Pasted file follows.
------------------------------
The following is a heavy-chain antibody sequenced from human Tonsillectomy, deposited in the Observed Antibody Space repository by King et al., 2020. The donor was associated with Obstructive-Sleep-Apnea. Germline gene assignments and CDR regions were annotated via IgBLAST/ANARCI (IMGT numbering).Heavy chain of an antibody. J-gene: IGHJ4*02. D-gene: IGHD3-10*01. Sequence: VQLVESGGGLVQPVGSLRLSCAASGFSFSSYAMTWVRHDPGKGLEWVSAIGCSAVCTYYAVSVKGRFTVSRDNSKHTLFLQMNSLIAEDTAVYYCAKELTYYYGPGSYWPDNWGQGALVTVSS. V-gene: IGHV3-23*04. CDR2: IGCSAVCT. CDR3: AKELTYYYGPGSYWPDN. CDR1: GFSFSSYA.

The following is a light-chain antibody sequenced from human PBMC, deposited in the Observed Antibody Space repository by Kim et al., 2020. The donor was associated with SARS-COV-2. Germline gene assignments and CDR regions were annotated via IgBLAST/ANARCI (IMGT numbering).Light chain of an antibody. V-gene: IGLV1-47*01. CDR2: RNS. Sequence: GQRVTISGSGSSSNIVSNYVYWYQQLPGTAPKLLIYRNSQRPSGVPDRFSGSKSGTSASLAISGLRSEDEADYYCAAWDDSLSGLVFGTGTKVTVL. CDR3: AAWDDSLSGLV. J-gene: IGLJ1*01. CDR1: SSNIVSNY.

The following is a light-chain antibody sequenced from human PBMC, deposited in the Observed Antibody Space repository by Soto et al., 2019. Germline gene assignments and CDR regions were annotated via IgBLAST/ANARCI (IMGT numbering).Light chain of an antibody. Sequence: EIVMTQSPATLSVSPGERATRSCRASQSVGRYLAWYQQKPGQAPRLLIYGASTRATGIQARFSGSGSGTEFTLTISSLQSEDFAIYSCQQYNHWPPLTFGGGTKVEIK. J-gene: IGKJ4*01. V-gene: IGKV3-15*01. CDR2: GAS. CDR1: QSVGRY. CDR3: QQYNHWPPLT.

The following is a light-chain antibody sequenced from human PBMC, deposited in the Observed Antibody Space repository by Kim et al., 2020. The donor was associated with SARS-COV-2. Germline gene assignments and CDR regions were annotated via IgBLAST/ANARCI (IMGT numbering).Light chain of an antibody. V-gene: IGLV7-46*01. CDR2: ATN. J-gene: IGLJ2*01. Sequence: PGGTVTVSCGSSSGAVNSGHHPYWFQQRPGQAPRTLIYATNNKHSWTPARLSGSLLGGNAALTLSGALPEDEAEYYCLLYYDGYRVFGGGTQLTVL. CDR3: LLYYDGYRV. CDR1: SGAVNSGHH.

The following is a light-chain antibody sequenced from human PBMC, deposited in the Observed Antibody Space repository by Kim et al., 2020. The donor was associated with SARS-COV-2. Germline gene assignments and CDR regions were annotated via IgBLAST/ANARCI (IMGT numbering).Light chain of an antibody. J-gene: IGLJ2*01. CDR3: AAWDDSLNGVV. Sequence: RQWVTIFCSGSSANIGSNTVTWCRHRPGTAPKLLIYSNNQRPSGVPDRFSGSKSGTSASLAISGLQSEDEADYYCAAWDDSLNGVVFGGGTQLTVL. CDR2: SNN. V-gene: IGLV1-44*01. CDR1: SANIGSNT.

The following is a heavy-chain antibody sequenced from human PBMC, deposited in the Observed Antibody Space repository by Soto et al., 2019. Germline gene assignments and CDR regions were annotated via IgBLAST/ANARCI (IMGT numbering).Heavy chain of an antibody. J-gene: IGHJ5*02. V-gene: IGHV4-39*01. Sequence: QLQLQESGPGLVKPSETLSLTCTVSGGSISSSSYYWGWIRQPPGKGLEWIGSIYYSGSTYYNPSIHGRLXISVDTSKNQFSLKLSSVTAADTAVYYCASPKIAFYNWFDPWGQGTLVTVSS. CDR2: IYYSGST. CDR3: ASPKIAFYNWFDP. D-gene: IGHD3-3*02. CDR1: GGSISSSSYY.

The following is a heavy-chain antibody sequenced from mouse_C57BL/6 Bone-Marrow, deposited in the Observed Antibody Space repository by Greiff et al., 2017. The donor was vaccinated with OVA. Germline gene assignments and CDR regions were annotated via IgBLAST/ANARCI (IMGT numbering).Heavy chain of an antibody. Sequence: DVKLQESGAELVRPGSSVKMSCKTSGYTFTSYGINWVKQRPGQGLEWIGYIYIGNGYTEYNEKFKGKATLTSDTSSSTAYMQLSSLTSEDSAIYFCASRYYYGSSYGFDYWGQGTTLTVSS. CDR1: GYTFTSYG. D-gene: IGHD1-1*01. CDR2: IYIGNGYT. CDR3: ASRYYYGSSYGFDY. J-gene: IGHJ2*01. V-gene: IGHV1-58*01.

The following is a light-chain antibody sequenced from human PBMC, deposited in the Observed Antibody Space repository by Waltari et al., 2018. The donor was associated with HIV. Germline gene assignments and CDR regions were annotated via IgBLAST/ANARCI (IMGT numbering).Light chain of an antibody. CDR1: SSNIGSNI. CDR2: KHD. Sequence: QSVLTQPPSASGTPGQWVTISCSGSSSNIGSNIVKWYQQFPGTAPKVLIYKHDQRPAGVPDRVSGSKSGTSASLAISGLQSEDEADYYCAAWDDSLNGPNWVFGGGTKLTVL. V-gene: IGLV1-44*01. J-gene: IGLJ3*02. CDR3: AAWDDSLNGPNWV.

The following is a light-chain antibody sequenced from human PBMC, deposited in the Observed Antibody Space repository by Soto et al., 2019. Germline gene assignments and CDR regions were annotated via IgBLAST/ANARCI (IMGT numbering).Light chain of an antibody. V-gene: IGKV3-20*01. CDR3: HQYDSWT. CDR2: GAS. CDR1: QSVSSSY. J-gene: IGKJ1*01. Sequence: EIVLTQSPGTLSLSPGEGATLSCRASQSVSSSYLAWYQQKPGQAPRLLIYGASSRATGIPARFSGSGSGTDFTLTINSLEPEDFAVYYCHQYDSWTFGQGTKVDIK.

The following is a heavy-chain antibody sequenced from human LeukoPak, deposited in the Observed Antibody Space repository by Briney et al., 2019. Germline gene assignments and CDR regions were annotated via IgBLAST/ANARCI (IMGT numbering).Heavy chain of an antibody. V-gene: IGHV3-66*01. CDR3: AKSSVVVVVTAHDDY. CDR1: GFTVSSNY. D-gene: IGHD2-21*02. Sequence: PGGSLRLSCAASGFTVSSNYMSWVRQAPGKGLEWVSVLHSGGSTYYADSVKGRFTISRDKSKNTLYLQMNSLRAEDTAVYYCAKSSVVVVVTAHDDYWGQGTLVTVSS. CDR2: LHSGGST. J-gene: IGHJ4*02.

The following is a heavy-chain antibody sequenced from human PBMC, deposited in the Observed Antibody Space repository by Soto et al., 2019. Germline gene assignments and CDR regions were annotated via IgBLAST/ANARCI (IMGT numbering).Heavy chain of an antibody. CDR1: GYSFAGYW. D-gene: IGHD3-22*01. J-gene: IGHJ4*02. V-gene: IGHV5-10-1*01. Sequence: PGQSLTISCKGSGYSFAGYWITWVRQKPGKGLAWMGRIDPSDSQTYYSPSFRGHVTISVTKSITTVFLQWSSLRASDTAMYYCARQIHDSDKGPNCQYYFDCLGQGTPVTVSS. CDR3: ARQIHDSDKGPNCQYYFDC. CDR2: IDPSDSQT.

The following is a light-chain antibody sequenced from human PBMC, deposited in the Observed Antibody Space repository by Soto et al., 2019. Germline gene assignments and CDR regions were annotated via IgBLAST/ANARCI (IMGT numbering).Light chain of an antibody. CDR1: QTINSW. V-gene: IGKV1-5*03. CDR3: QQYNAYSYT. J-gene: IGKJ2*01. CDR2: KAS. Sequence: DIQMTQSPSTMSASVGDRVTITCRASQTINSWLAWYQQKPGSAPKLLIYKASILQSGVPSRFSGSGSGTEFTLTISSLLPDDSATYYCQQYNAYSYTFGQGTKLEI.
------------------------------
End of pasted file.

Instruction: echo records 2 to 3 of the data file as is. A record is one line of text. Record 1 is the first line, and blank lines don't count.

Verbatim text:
The following is a light-chain antibody sequenced from human PBMC, deposited in the Observed Antibody Space repository by Kim et al., 2020. The donor was associated with SARS-COV-2. Germline gene assignments and CDR regions were annotated via IgBLAST/ANARCI (IMGT numbering).Light chain of an antibody. V-gene: IGLV1-47*01. CDR2: RNS. Sequence: GQRVTISGSGSSSNIVSNYVYWYQQLPGTAPKLLIYRNSQRPSGVPDRFSGSKSGTSASLAISGLRSEDEADYYCAAWDDSLSGLVFGTGTKVTVL. CDR3: AAWDDSLSGLV. J-gene: IGLJ1*01. CDR1: SSNIVSNY.

The following is a light-chain antibody sequenced from human PBMC, deposited in the Observed Antibody Space repository by Soto et al., 2019. Germline gene assignments and CDR regions were annotated via IgBLAST/ANARCI (IMGT numbering).Light chain of an antibody. Sequence: EIVMTQSPATLSVSPGERATRSCRASQSVGRYLAWYQQKPGQAPRLLIYGASTRATGIQARFSGSGSGTEFTLTISSLQSEDFAIYSCQQYNHWPPLTFGGGTKVEIK. J-gene: IGKJ4*01. V-gene: IGKV3-15*01. CDR2: GAS. CDR1: QSVGRY. CDR3: QQYNHWPPLT.